easyJet introduces free allocated seating from November
Budget airline easyJet announced passengers will be allocated seats free of charge or will be able to choose specific seats for a fee.
Published 05 September 2012 in News
easyJet is about to remove the stressful rush to find a seat, as it rolls out a new system of allocated seating which means those travelling together and families can be certain of being seated together.
All passengers will be allocated a seat for free on easyJet’s flights but will be have the choice of selecting their seat for a fee when they book flights or add them later to guarantee where they’ll be sitting. However, those travelling on the same booking will be seated together wherever possible thanks to easyJet’s reservation system which uses a seating algorithm.
There are three bands of pricing, dependent on the seat selected:
Alocated seating was trialled during the peak summer season to stress test the new systems and procedures. The trial flights showed that allocated seating can be delivered at the same time as maintaining strong levels of on time performance and without adding cost.
The service will be rolled out during the winter season when fewer people travel to ensure a smooth transition from one system to another.
easyJet plus! annual cardholders and Flexi Fare customers will able to select a seat free of charge as well continuing to enjoy the benefits of Speedy Boarding’s dedicated check-in desk and Speedy Boarding - allowing them to board the aircraft first.
Passengers purchasing Upfront or Extra Legroom seats will be given access to the Speedy Boarding dedicated check-in desk and will be first to board.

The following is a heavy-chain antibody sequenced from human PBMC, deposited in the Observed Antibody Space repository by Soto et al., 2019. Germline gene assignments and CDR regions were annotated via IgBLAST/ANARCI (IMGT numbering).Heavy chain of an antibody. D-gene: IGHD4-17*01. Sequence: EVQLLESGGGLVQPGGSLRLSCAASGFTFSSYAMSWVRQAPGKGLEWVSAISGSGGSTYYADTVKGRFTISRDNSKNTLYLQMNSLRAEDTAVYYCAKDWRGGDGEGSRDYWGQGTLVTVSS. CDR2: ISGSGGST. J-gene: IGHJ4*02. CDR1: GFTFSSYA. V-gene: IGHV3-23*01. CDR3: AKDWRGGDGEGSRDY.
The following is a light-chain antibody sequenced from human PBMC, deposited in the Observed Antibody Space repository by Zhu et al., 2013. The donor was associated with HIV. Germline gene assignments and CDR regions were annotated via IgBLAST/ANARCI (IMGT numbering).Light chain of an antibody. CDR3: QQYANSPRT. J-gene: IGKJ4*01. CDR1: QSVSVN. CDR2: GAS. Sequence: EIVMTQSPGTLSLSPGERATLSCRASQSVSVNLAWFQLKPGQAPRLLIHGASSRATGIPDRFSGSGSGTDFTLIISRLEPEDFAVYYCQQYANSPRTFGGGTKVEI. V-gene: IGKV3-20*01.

Carolyn McCall, Chief Executive of easyJet, commented:
"Allocated seating gives all our passengers a better boarding experience and offers the choice of selecting a seat to those who want to. On trial flights the majority of passengers were simply allocated seats when they checked in. Some passengers chose particular seats with bestselling seats usually those near the front, for those who wish to get off the aircraft quickly at their destinations, and exit row seats with their extra legroom."
Some interesting facts emerged from the trial flights:
Add Your Comment
Related ItemsHand Luggage Restrictions 'Eased' But Rules Defy Logic
British Airways pilots could take a voluntary pay cut
British Airways wins high court battle to avert strike
BA Should Incorporate Fuel Charges Into The Fare
Ryanair To Charge For Using On Board Toilets
Virgin Upper Class relaunched - including Richard Branson shaped ice cubes
Airlines should compensate for cancelled flights
easyJet starts flights from London Southend Airport
Wind Jet launches at Luton
New flight routes
New airline rating system revealed
Travellers Face Strikes at Gatwick
British Airways - More strikes on the agenda
Opening date set for Terminal 5